Battery maintenance

My camera uses LI rechargeable batteries. I ordered a couple of new ones, and in a moment of weakness read the instructions that came with them. In a nutshell, they say they ship them uncharged, and for best results I should fully charge them, then discharge them, and then fully charge them. These instructions are consistent with other small rechargeable batteries that have come into my life.
Charging them is no problem, as the camera has a built in charger. Discharging them is not explained anywhere that I have found, other than that they say don't short them out. I used to discharge them by taking a lot of pictures, but recently the batteries have greater capacity, and to discharge these, for example, I would have to take about 1000 pictures, and that would take a while.
So my question is how to safely but rapidly discharge these batteries, especially as this initial conditioning will be more and more frequent as devices move to the more modern battery technology? One article I found said they will discharge themselves over a month or two, and suggests setting a schedule to recharge them, but also warns against recharging before the battery is substantially discharged (not for LI but for other types of rechargeables) to avoid creating a memory in the battery, so there must be some way to discharge these batteries other than using them, or just letting them sit around.
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On 2/14/2009 11:54 AM Not@home spake thus:

Not sure what physical shape those batteries are, but if they're of a type that will fit in some kind of standard battery holder (e.g., AA, etc.), then you could build a simple discharger; all you'd need would be a small resistor, say a couple K ohms, across the battery terminals. This should safely discharge the battery slowly enough to not harm it. (The resistor would need to be able to dissipate the full power of the battery, so would probably need to be 1/2 watt or 1 watt. If it gets hot, so what?)
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How many with the flash? Probably 25 to 50?
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You wont get much more power the second charge, easiest is use them in the camera, use the flash to quickly drain them, then put in playback mode, your camera should have slide show mode that shows your photos, leave it on. If you manualy discharge past the safe design volts you could ruin the cell, some can reverse polarity.
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Not@home wrote:

Nicad are the only ones that have bad memory. Li batteries can be recharged no matter what charge is left. You do not need to discharge them.
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On 2/14/2009 1:58 PM Van Chocstraw spake thus:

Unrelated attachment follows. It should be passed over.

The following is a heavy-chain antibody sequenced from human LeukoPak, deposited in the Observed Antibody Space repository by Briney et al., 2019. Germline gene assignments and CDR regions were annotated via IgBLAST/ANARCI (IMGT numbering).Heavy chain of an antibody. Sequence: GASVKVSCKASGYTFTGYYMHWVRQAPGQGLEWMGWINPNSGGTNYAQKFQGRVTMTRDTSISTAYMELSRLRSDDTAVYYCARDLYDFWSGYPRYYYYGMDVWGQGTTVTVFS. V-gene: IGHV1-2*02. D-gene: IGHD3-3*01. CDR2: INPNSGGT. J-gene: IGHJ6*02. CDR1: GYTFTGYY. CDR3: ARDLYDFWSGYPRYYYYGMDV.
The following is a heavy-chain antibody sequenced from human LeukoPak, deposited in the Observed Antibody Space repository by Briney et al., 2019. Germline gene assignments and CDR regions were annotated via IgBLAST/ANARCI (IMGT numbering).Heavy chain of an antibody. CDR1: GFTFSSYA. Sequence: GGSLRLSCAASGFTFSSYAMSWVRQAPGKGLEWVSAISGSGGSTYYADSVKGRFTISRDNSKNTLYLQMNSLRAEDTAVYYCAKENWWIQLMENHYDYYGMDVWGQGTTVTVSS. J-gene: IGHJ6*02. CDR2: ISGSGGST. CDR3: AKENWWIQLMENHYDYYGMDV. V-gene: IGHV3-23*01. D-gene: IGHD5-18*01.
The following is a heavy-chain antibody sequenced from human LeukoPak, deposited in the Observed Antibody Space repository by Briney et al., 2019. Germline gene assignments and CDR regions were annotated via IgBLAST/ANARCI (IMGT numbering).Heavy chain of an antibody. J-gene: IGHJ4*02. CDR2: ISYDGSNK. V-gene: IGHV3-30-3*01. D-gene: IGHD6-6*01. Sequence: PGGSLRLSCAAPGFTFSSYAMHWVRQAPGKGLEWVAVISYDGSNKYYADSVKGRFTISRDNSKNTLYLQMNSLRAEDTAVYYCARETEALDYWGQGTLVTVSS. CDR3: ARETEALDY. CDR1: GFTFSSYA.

That's true, and I don't know why they're telling you to discharge them at all.
Read all about lithium batteries here:
http://www.batteryuniversity.com/partone-5.htm
They say "There is no memory and no scheduled cycling is required to prolong the battery's life.".
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On Sat, 14 Feb 2009 14:11:44 -0800, David Nebenzahl

No, but NEW LI batteries need to be deep cycled a few times before they will attain full capacity.
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snipped-for-privacy@dog.com wrote:

batteries don't develop the memory, and their instructs are consistent with your advice to deep cycle them a few times. While it was the camera batteries that prompted my question, there are actually a number of batteries (such as in my laptop) that are all in strange shapes and lack an easy way to fasten a lead to them (I read somewhere that this is a safety feature, as they can explode if accidentally shorted, which is what apparently led to TSA limiting the number you can take on a plane, and requiring that they be guarded against shorting).
I had tried taking pictures with the flash, and even taking movies, but (and I shouldn't complain) these batteries have a very large capacity. I will try the idea of running a slide show; at least then I can let it go on its own and it should stop when the battery is weakened, but not absolutely discharged. Thanks for the information.
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You are correct in assuming that the camera has circuitry that will prevent total discharge. Most battery operated equipment beyond the very primitive will have circuitry that includes a voltage threshold below which, the device will not operate. In fact, that circuitry is sometimes why a particular device will specify which types of rechargeable batteries are NOT compatible. I have a handheld VHF radio on my sailboat that can use either regular alkaline batteries or NiCads, but not NiMH batteries. The reason is that the initial voltage of the NiMH batteries is too low and the radio detects them as "Low Batt" and sounds a beep alarm even when they are fully charged.
If I silence the alarm, the radio then works just fine for the next many hours, as the NIMH discharge curve is much shallower than the NiCads.
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On Sat, 14 Feb 2009 15:26:35 -0600, snipped-for-privacy@invalid.com wrote:

Although that SOUNDS like a couple of good ideas, they have a fatal flaw that makes them VERY bad. You NEVER want to drain a rechargeable battery completely flat. It immediately ruins them.
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snipped-for-privacy@dog.com wrote:
-snip-

Poppycock. I drain my NiMH batteries regularly and they keep recharging for several years. By then the new batteries available have much higher capacities so I get a couple new sets.
Jim
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wrote:

You either don't understandf the meaning of "drained completely flat", or you are making up stories.
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